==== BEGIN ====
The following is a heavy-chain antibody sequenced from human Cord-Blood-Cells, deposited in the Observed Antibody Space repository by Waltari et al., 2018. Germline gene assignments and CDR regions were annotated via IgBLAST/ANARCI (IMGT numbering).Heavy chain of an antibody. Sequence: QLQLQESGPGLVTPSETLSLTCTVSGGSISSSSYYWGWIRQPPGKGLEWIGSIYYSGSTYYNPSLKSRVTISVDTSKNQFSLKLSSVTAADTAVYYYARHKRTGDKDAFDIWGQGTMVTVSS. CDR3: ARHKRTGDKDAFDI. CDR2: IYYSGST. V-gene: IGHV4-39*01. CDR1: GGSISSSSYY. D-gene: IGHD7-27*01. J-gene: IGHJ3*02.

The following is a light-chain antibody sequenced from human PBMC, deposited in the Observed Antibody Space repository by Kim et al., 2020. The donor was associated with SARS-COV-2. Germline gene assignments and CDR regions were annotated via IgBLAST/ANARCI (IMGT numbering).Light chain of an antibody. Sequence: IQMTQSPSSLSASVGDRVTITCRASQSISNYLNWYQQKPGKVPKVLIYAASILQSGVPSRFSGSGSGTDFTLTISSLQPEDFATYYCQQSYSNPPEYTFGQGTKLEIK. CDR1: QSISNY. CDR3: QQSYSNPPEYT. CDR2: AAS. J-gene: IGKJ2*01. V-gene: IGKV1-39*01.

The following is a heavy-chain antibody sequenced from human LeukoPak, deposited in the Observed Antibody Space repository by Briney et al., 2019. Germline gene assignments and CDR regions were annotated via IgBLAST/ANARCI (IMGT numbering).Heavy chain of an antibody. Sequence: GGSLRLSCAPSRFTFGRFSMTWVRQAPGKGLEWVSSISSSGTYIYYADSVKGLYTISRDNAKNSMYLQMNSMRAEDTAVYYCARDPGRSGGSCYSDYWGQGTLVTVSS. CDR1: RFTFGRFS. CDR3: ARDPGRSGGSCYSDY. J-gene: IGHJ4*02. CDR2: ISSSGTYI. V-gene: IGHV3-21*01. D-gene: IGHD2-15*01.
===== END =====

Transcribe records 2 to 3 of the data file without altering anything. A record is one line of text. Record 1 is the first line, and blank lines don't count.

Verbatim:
The following is a light-chain antibody sequenced from human PBMC, deposited in the Observed Antibody Space repository by Kim et al., 2020. The donor was associated with SARS-COV-2. Germline gene assignments and CDR regions were annotated via IgBLAST/ANARCI (IMGT numbering).Light chain of an antibody. Sequence: IQMTQSPSSLSASVGDRVTITCRASQSISNYLNWYQQKPGKVPKVLIYAASILQSGVPSRFSGSGSGTDFTLTISSLQPEDFATYYCQQSYSNPPEYTFGQGTKLEIK. CDR1: QSISNY. CDR3: QQSYSNPPEYT. CDR2: AAS. J-gene: IGKJ2*01. V-gene: IGKV1-39*01.

The following is a heavy-chain antibody sequenced from human LeukoPak, deposited in the Observed Antibody Space repository by Briney et al., 2019. Germline gene assignments and CDR regions were annotated via IgBLAST/ANARCI (IMGT numbering).Heavy chain of an antibody. Sequence: GGSLRLSCAPSRFTFGRFSMTWVRQAPGKGLEWVSSISSSGTYIYYADSVKGLYTISRDNAKNSMYLQMNSMRAEDTAVYYCARDPGRSGGSCYSDYWGQGTLVTVSS. CDR1: RFTFGRFS. CDR3: ARDPGRSGGSCYSDY. J-gene: IGHJ4*02. CDR2: ISSSGTYI. V-gene: IGHV3-21*01. D-gene: IGHD2-15*01.